Several studies have evaluated the significance of positive peritoneal cytologic findings in the absence of visible metastases. Makary et al13 reported that among patients with positive cytologic findings, there was no difference in survival between those with vs without visible metastases (median survival, 7.8 and 8.6 months). This survival time was notably shorter than that of treatment-matched patients with negative cytologic findings (median survival, 13.5 months). In the present study, although no differences were observed between positive and negative cytologic findings with respect to either tumor stage or curability in the resectable group, survival and peritoneal metastases-free survival were significantly worse for patients with positive vs negative cytologic findings. Survival for the resectable group with positive cytologic findings was similar to that for the visible metastases group with positive findings (median survival, 5.2 vs 5.1 months). However, among patients with positive cytologic findings, survival and peritoneal metastases-free survival for the locally advanced group were significantly better than those for the resectable group. It is conceivable that operative stress induced by pancreatectomy may promote the development of overt peritoneal metastases in patients with positive cytologic findings. Among the entire series of published studies, only 8 of 73 patients with positive cytologic findings underwent resection. Of these 8 patients, only 1 survived longer term (37 months) without evidence of disease; the remaining 7 patients had a short survival time.8,14

Because positive cytologic findings are rare, it is difficult to determine the most appropriate therapy for patients with potentially resectable tumors and positive cytologic findings. The results of the present study suggest that resection should proceed only with the knowledge that if cytologic findings are positive, the patient is unlikely to benefit significantly from surgical resection. Among patients with positive cytologic findings in the absence of visible metastasis, survival was significantly better in the locally advanced group than in the resectable group. Because survival was similar among patients in the locally advanced group with positive or negative cytologic findings (median survival, 11.1 vs 9.9 months), chemoradiotherapy (the treatment given to the locally advanced group in the present study) may be beneficial for patients with positive cytologic findings without visible metastases.

In recent years, immunohistochemical stains have been used to detect intraperitoneal free cancer cells. This method can be a useful diagnostic tool to help distinguish benign and malignant cells and to increase the likelihood of identifying malignant cells in peritoneal cytologic examination. Some researchers1517 have reported that immunohistochemical stains, such as carcinoembryonic antigen or carbohydrate antigen 19-9, can increase tumor cell detection in pancreatic cancer. However, the increase in the sensitivity of peritoneal cytologic examination did not improve prognostic significance, as positive cytologic rates seem to depend on tumor stage. In addition, Merchant et al8 found that immunohistochemical stains did not improve the yield over conventional stains. Further investigations are necessary to determine the usefulness of the immunohistochemical staining method.

In summary, positive peritoneal cytologic findings are not independent factors that determine survival and peritoneal metastases-free survival; rather, positive cytologic findings are associated with advanced disease. In patients with visible metastases, cytologic factors are not correlated with survival or peritoneal recurrence. In patients without visible metastases, chemoradiotherapy may be beneficial for those with positive cytologic findings.

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Article Information

Corresponding author and reprints: Masaru Konishi, MD, Department of Surgery, National Cancer Center Hospital East, 6-5-1 Kashiwanoha, Kashiwa 277-8577, Japan (e-mail: mkonishi@east.ncc.go.jp).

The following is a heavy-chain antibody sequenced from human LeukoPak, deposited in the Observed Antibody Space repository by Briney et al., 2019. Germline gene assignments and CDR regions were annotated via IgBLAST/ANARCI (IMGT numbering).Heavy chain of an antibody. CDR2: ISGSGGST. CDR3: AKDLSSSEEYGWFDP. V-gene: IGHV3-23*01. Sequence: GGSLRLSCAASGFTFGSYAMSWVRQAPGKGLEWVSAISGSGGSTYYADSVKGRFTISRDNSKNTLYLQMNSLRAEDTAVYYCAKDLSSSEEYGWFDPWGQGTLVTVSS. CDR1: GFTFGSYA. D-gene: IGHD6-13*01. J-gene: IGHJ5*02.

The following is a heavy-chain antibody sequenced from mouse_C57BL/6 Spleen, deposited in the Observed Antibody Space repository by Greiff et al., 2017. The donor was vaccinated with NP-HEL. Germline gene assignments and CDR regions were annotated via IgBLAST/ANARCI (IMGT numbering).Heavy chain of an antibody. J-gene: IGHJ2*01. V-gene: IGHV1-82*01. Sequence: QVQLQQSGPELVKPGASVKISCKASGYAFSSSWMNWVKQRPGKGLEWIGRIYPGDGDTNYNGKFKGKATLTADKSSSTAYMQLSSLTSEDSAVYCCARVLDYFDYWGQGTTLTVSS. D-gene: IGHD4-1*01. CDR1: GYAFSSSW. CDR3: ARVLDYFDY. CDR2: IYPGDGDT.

References
1.
Griffin  JFSmalley  SRJewel  W Patterns of failure after curative resection of pancreatic carcinoma. Cancer. 1990;6656- 61Article
2.
Vogel  PRuschoff  JKummel  S  et al.  Prognostic value of microscopic peritoneal dissemination: comparison between colon and gastric cancer. Dis Colon Rectum. 2000;4392- 100Article
3.
Wu  C-CChen  J-TChang  M-C  et al.  Optimal surgical strategy for potentially curable serosa-involved gastric carcinoma with intraperitoneal free cancer cells. J Am Coll Surg. 1997;184611- 617
4.
Creaseman  WTRutledge  F The prognostic value of peritoneal cytology in gynecologic malignant disease. Am J Obstet Gynecol. 1971;110773- 781
5.
Turner  DAGershenson  DMAtkinson  NSneige  NWharton  AT The prognostic significance of peritoneal cytology for stage I endometrial cancer. Obstet Gynecol. 1989;74775- 780
6.
Sobun  LHedWittekind  Ced UICC TNM Classification of Malignant Tumors. 5th ed. New York, NY Wiley-Liss Inc1997;87- 90
7.
Warshaw  AL Implications of peritoneal cytology for staging of early pancreatic cancer. Am J Surg. 1991;16126- 29Article
8.
Merchant  NBConlon  KCSaigo  PDougherty  EBrennan  MF Positive peritoneal cytology predicts unresectability of pancreatic adenocarcinoma. J Am Coll Surg. 1999;188421- 426Article
9.
Jimenez  REWarshaw  ALCastillo  CF Laparoscopy and peritoneal cytology in the staging of pancreatic cancer. J Hepatobiliary Pancreat Surg. 2000;715- 20Article
10.
Martin  JKGoellner  JR Abdominal fluid cytology in patients with gastrointestinal malignant lesions. Mayo Clin Proc. 1986;61467- 471Article
11.
Lei  SKini  JKim  KHoward  JM Pancreatic cancer: cytologic study of peritoneal washings. Arch Surg. 1994;129639- 642Article
12.
Leach  SDRose  JALowy  AM  et al.  Significance of peritoneal cytology in patients with potentially resectable adenocarcinoma of the pancreatic head. Surgery. 1995;118472- 478Article
13.
Makary  MAWarshaw  ALCenteno  BAWillett  CGRattner  DWCastillo  CF Implications of peritoneal cytology for pancreatic cancer management. Arch Surg. 1998;133361- 365Article
14.
Nakatsuka  AYamaguchi  KShimizu  S  et al.  Positive washing cytology in patients with pancreatic cancer indicates a contraindication of pancreatectomy. Int J Surg Invest. 1999;1311- 317
15.
Juhl  HStritzel  MWroblewski  A  et al.  Immunocytology detection of micrometastatic cells: comparative evaluation of findings in the peritoneal cavity and the bone marrow of gastric, colorectal and pancreatic cancer patients. Int J Cancer. 1994;57330- 335Article
16.
Nomoto  SNakao  AKasai  Y  et al.  Peritoneal washing cytology combined with immunocytochemical staining and detecting mutant K-ras in pancreatic cancer: comparison of the sensitivity and availability of various methods. Pancreas. 1997;14126- 132Article
17.
Castillo  CFWarshaw  AL Laparoscopic staging and peritoneal cytology. Surg Oncol Clin N Am. 1998;7135- 142